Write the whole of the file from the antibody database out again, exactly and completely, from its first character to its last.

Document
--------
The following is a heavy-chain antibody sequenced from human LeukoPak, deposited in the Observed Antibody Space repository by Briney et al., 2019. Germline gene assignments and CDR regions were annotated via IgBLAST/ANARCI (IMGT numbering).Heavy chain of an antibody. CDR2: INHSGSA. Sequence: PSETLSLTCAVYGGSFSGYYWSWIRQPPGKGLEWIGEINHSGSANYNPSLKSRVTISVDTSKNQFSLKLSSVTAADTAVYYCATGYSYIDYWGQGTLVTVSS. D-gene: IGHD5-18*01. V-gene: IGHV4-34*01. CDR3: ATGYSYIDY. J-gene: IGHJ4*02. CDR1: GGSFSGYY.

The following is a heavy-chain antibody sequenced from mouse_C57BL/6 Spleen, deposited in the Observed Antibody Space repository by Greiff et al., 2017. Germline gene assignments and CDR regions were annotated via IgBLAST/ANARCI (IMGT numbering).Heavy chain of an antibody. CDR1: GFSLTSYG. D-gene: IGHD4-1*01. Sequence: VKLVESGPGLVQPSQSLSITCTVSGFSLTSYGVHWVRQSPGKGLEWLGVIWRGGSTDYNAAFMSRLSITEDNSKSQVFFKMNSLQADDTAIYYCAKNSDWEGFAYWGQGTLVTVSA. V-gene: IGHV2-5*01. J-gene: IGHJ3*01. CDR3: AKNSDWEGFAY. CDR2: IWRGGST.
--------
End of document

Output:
The following is a heavy-chain antibody sequenced from human LeukoPak, deposited in the Observed Antibody Space repository by Briney et al., 2019. Germline gene assignments and CDR regions were annotated via IgBLAST/ANARCI (IMGT numbering).Heavy chain of an antibody. CDR2: INHSGSA. Sequence: PSETLSLTCAVYGGSFSGYYWSWIRQPPGKGLEWIGEINHSGSANYNPSLKSRVTISVDTSKNQFSLKLSSVTAADTAVYYCATGYSYIDYWGQGTLVTVSS. D-gene: IGHD5-18*01. V-gene: IGHV4-34*01. CDR3: ATGYSYIDY. J-gene: IGHJ4*02. CDR1: GGSFSGYY.

The following is a heavy-chain antibody sequenced from mouse_C57BL/6 Spleen, deposited in the Observed Antibody Space repository by Greiff et al., 2017. Germline gene assignments and CDR regions were annotated via IgBLAST/ANARCI (IMGT numbering).Heavy chain of an antibody. CDR1: GFSLTSYG. D-gene: IGHD4-1*01. Sequence: VKLVESGPGLVQPSQSLSITCTVSGFSLTSYGVHWVRQSPGKGLEWLGVIWRGGSTDYNAAFMSRLSITEDNSKSQVFFKMNSLQADDTAIYYCAKNSDWEGFAYWGQGTLVTVSA. V-gene: IGHV2-5*01. J-gene: IGHJ3*01. CDR3: AKNSDWEGFAY. CDR2: IWRGGST.